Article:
Vitamin D – Part 1

Vitamin D.  What a wonderful vitamin; it’s a shame that so many people are deficient in this miraculous vitamin!  Some of you might know that you are deficient because you’ve had your blood serum levels tested while others may know they are deficient because they lack sufficient vitamin D in their diet and they live at latitudes that don’t allow for optimal vitamin D production.  It’s important to recognize all these factors when considering whether or not you need more of the sunshine vitamin in your life.

What does it do?  Is it really miraculous?

Well, yes, I certainly think so!  Vitamin D can help with calcium absorption in the gut, modulate cell growth, support immune function, and reduce inflammation!  Some symptoms of deficiency could include high blood pressure, depression, SAD (Seasonal Affective Disorder), fragile bones, mood swings, tiredness and so much more!  It’s not a surprise that many North Americans suffer from chronic fatigue – our latitudes do not necessary shape up for optimal sun exposure year round.

Anyhow, this fat-soluble sunshine vitamin is only present in a few foods (fish oil, herring, salmon, etc) but other foods are fortified with Vitamin D, and it is also available in supplement form.

Whoa, whoa whoa, back up…Serum levels?  What do you mean?

When fat-soluble Vitamin D is obtained (whether directly from UV rays or through supplementation) it is not in a form that is usable by the body.  In order for your body to properly use this vitamin, it undergoes two hydroxylations (chemical process that introduces a hydroxyl group, -OH) in the body.  The first hydroxylation takes place in the liver: This is where vitamin D is converted to calcidiol, or 25-hydroxyvitamin D [25(OH)D].  The next hydroxylation occurs in the kidney and makes calcitriol, or 1,25-dihydroxyvitamin D [1,25(OH)2D] which is the physiologically active form.  If you’re getting serum levels tested, the best indicator of your vitamin D status is concentration of 25(OH)D.  It has a longer circulating half-life than 1,25(OH)2D.

There is certainly a lot of discussion out there on what concentration levels are associated with deficiency.  Optimal levels have not been found and probably do vary depending on your stage in life.  I urge you to look up the literature and familiarize yourself with the numbers.  Perhaps you’re “normal” but not “optimal”…perhaps you’re “normal” but only marginally away from being considered deficient.  It’s important as people who control our own health to recognize that health doesn’t fit so rigidly in little boxes labeled “normal” & “abnormal”.  Our health is on a sliding scale that ranges from optimal to lethal. Normalmight fall between two numbers but we need to recognize what side of that scale we are leaning towards.  I think too many people get “the green light” from the doctor and see it as an open pass to keep living on the way they’ve been going; but that is bad news.  We need to take CHARGE of our health and SEE where we stand.  If you’re leaning towards deficient, you need to take action, re-test and see if your life changes for the better.  Small changes can make big differences.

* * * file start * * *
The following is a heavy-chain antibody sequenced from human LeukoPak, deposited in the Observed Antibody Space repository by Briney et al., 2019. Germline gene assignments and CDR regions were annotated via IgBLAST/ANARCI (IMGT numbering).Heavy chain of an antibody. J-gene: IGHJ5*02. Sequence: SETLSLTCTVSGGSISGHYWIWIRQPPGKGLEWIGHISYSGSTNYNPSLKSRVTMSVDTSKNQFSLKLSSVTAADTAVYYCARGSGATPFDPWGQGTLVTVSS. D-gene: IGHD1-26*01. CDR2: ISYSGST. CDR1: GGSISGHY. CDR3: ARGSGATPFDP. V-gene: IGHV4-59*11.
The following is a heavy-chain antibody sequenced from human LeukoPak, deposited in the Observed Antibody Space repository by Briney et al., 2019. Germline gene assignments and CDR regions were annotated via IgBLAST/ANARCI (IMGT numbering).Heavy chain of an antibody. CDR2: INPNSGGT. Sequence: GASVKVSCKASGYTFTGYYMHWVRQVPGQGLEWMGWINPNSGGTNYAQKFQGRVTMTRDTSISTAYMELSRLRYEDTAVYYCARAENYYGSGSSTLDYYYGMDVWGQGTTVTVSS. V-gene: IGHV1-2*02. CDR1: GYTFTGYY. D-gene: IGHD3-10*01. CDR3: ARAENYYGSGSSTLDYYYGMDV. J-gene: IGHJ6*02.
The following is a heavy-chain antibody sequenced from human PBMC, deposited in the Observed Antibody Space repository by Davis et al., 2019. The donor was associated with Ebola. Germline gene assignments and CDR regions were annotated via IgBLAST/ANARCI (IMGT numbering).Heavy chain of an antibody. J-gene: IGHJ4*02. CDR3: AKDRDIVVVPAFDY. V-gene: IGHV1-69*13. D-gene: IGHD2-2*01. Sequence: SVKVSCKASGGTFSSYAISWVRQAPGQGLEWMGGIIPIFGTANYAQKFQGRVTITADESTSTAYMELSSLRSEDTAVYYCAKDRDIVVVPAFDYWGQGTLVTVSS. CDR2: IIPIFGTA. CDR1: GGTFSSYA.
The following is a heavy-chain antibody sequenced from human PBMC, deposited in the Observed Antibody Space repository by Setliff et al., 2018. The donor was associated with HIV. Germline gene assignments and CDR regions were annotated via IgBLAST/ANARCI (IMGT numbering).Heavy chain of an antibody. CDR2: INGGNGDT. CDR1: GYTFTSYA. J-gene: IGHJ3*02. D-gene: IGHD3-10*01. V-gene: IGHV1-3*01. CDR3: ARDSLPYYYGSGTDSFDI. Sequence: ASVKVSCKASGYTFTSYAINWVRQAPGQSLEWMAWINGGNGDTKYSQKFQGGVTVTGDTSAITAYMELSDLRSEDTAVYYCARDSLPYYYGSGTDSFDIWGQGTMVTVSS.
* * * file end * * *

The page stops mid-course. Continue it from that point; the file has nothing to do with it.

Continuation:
Serum levels of calcidiol that test below 50nmol/L are generally considered inadequate for bone and health in HEALTHY individuals; levels below 30nmol/L could lead to rickets in infants and children and osteomalacia in adults.  One word of caution to the wise: also be aware of the type of test you are taking to check serum levels.  There is high variability in the tests available out there and it’s important to be aware of these things.

Can we pause?  I’m overwhelmed.

There is a lot to take in with vitamin D; there’s many options as to how we can get it, many side effects of deficiency, testing options, etc.  Do the research slowly.  I recommend that you don’t be overwhelmed by negative but think of the positive that vitamin D can do for you.  Look into the POSITIVE of not being deficient.  If you read about a negative aspect, don’t be scared, simply turn it around to a positive i.e. “it’s not that I’ll not absorb calcium as well without vitamin D, but I’ll absorb better if my levels are optimal”.  It’s easy to scare people into doing something but that’s not what we want to do.  Our health should have a positive outlook – our bodies are very strong and can heal themselves – so if something is going wrong, have faith in your body’s ability to heal with support if necessary.

We’ll continue later – pinky promise!

I’m going to break down this vitamin D post, and later talk about groups that are at-risk for vitamin D deficiency, the myths about the sun and tanning beds (there are a few myths here!), and how we can use positive thinking and actions to guide us down a path of health!  Stay tuned for more information!

****information in the post was gathered from various websites and general knowledge gained over the years.  Two specific websites recently used were:

http://ods.od.nih.gov/factsheets/vitamind/

http://www.vitaminddeficiencyguide.com/vitamin-d-deficiency-symptoms-in-women/

 

Great information also available @ http://www.catie.ca/en/positiveside/winter-2012/daily-dose

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